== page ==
As we’ve mentioned many times – communication is key for healthy relationships – no matter if they’re part of your work or person life.
And what’s important about communications is that mistakes can happen. While some of them are not a big deal, others can have bad consequences. They can tarnish your reputation, upset your colleagues, clients or even lead to lost revenue.
- Not editing your text
Spelling, tone and grammatical mistakes make you look careless. That’s why it’s necessary to check what you’ve written before sending a message, e-mail or file. Proofread your text and look up any words you’re not sure about. Of course, it’s acceptable not to be perfect, but it looks bad if you have too many mistakes.
It can be hard to see errors in your work, but you can ask a colleague to read documents before you send them. Also, you can read your work aloud – this makes it easier to catch typos and tone errors. Finally, give yourself time to reflect on your document and to make changes.
- Delivering bad news by Email
Written communication channels don’t allow you to soften bad news with nonverbal cues, and they don’t allow you to deal with intense emotions. If you need to deliver bad news, do this in person, and think carefully about how you can do it sensitively, so that you can convey your message and reduce long-term upset.
When you deliver a difficult message in person, you can see if people have misunderstood some information, clarify the message, or help people deal with the difficult news.
- Avoiding unwanted conversations
At some point, you will need to have conversations, which you don’t like, such as to give negative feedback, deal with angry customers, fire someone, deliver bad news. It’s tempting to try to avoid these conversations, but this can cause further problems.
Preparation is important for handling difficult conversations. Learn to give clear, actionable feedback, write down what you’re going to say, put yourself in the other person’s shoes and be empathetic. You may also want to role-play your conversation first so that you feel confident in both your words and your body language.
- Reacting, Not Responding
Reacting, instead of responding, is a huge mistake in communication, especially when talking with colleagues or employees.
Often reactions are emotional, and people say things they don’t mean, without considering the long-term effects of their words. Responding is more thoughtful, and it’s guided by logic and reasoning.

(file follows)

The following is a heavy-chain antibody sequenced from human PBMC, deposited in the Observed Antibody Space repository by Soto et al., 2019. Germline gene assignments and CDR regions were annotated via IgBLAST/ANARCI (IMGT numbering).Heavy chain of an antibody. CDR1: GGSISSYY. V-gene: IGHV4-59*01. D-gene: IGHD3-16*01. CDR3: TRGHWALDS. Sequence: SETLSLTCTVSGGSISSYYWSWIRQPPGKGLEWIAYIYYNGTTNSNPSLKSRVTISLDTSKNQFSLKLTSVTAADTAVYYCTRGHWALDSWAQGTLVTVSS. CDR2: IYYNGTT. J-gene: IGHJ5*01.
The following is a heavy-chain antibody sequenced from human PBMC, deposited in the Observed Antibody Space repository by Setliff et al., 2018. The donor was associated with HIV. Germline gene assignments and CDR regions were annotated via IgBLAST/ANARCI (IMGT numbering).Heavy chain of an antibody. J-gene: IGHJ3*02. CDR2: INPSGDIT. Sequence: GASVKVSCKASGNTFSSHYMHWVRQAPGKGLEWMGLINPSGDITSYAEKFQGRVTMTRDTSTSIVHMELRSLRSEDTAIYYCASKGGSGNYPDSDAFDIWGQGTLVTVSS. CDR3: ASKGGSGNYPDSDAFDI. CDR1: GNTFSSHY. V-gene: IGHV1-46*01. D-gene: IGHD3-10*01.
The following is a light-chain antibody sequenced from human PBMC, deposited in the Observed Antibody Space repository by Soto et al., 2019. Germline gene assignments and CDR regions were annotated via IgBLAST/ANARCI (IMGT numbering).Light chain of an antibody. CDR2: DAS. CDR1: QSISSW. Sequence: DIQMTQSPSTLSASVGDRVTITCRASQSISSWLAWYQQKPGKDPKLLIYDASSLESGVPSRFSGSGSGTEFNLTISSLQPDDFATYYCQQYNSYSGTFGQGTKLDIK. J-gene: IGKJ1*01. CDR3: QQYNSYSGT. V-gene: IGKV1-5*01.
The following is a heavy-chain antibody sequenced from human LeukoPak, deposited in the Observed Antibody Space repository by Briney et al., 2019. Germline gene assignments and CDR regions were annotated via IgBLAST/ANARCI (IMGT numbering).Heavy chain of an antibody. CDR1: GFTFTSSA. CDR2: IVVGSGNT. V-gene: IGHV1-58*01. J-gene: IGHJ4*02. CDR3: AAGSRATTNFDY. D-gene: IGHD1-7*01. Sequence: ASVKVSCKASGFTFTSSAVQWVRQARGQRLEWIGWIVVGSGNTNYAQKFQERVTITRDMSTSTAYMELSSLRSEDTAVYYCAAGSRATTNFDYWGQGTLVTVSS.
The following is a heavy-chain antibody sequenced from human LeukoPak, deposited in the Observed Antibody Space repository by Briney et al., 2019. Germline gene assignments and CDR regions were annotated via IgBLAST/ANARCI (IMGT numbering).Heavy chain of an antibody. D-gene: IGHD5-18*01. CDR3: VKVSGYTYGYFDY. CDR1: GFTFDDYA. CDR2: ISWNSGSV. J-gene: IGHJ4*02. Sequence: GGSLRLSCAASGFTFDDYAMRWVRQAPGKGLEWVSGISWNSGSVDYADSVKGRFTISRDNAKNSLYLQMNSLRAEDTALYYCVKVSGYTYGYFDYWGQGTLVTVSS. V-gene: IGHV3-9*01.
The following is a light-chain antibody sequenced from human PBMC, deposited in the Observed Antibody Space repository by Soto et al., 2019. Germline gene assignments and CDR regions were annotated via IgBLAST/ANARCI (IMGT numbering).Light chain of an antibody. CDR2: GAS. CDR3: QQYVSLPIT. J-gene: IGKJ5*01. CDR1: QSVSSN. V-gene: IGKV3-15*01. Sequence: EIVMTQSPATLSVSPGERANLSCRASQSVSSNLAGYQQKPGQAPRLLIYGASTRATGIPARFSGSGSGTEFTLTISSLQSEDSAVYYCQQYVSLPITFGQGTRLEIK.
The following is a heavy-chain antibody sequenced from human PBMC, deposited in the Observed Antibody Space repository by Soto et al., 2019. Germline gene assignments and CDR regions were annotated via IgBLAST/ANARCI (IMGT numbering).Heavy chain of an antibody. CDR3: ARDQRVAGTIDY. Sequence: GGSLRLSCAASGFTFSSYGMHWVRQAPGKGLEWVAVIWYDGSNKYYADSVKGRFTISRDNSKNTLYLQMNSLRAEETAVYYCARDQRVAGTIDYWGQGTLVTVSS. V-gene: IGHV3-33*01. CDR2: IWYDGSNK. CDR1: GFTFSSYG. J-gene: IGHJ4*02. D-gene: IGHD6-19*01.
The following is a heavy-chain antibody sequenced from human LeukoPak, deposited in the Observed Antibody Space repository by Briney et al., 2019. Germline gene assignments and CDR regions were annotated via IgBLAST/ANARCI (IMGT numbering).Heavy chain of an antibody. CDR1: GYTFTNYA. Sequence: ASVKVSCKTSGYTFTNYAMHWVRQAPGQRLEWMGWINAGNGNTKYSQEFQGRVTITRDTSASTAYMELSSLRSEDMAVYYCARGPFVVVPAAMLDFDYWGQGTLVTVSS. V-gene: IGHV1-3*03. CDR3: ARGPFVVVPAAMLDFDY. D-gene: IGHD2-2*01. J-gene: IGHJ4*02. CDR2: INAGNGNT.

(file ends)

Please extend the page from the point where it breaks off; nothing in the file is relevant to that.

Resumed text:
Learning how to go from reacting to responding in conflict situations will improve your communication skills and help you handle conflicts better.
To do this you have to practice mindful awareness that allows you to monitor your automatic reactions, and you can stop them. Instead of reacting straight away, be mindful, pause, take a deep breath, think and then respond.
- Not having an open mind
Being close-minded can influence business communication negatively and even ruin your relationships with customers or employees. Closed-minded people usually spend more time talking than listening, tend to ignore opposing beliefs, and are not willing to consider new ideas and opinions.
People who have an open mind easily accept people from diverse backgrounds and respect their differences, understand others better, listen without judging, and consider all sides of an issue before concluding something.
If you want to have an open mine try these techniques:
- listen actively without interrupting or getting absorbed in your thoughts
- when you conclude quickly, ask yourself whether it’s true and look for opinions and facts
- generate several possibilities to choose from rather than settling for the first answer which comes to your mind
- broaden your horizons by educating yourself and expanding your knowledge
Everyone makes communication mistakes from time to time. However, you’ll improve your reputation, relationships, and communication skills, if you avoid the most common errors.
Remember, communication is a two-way process, and the key to good communication is to think about others’ needs. Be ready for questions, and listen to what your people have to say.